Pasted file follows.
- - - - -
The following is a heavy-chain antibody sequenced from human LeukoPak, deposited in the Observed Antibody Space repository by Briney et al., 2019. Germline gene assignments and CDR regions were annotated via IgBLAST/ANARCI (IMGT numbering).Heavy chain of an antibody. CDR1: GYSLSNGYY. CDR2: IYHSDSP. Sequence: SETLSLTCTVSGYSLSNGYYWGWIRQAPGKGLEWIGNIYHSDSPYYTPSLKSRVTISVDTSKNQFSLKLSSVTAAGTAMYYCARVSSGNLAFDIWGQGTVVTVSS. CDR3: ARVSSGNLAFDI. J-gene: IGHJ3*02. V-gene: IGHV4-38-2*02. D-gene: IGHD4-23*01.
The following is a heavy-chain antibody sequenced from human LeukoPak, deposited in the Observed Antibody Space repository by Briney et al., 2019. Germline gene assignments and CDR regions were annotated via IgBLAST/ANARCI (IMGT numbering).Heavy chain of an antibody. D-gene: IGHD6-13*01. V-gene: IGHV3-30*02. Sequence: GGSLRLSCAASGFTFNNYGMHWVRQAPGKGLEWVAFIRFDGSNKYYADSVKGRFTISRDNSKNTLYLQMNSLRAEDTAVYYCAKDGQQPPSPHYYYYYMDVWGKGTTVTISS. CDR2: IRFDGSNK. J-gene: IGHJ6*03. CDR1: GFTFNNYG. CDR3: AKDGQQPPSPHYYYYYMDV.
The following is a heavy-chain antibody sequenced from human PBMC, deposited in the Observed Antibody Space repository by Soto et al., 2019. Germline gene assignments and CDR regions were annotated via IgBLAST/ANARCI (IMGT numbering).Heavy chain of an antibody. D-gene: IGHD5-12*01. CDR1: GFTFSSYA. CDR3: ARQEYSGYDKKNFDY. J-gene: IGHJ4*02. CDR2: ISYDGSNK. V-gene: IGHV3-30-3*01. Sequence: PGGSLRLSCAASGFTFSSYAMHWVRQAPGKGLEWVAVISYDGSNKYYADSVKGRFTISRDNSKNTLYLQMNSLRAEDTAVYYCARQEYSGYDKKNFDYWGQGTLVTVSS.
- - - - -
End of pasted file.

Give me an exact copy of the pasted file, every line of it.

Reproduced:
The following is a heavy-chain antibody sequenced from human LeukoPak, deposited in the Observed Antibody Space repository by Briney et al., 2019. Germline gene assignments and CDR regions were annotated via IgBLAST/ANARCI (IMGT numbering).Heavy chain of an antibody. CDR1: GYSLSNGYY. CDR2: IYHSDSP. Sequence: SETLSLTCTVSGYSLSNGYYWGWIRQAPGKGLEWIGNIYHSDSPYYTPSLKSRVTISVDTSKNQFSLKLSSVTAAGTAMYYCARVSSGNLAFDIWGQGTVVTVSS. CDR3: ARVSSGNLAFDI. J-gene: IGHJ3*02. V-gene: IGHV4-38-2*02. D-gene: IGHD4-23*01.
The following is a heavy-chain antibody sequenced from human LeukoPak, deposited in the Observed Antibody Space repository by Briney et al., 2019. Germline gene assignments and CDR regions were annotated via IgBLAST/ANARCI (IMGT numbering).Heavy chain of an antibody. D-gene: IGHD6-13*01. V-gene: IGHV3-30*02. Sequence: GGSLRLSCAASGFTFNNYGMHWVRQAPGKGLEWVAFIRFDGSNKYYADSVKGRFTISRDNSKNTLYLQMNSLRAEDTAVYYCAKDGQQPPSPHYYYYYMDVWGKGTTVTISS. CDR2: IRFDGSNK. J-gene: IGHJ6*03. CDR1: GFTFNNYG. CDR3: AKDGQQPPSPHYYYYYMDV.
The following is a heavy-chain antibody sequenced from human PBMC, deposited in the Observed Antibody Space repository by Soto et al., 2019. Germline gene assignments and CDR regions were annotated via IgBLAST/ANARCI (IMGT numbering).Heavy chain of an antibody. D-gene: IGHD5-12*01. CDR1: GFTFSSYA. CDR3: ARQEYSGYDKKNFDY. J-gene: IGHJ4*02. CDR2: ISYDGSNK. V-gene: IGHV3-30-3*01. Sequence: PGGSLRLSCAASGFTFSSYAMHWVRQAPGKGLEWVAVISYDGSNKYYADSVKGRFTISRDNSKNTLYLQMNSLRAEDTAVYYCARQEYSGYDKKNFDYWGQGTLVTVSS.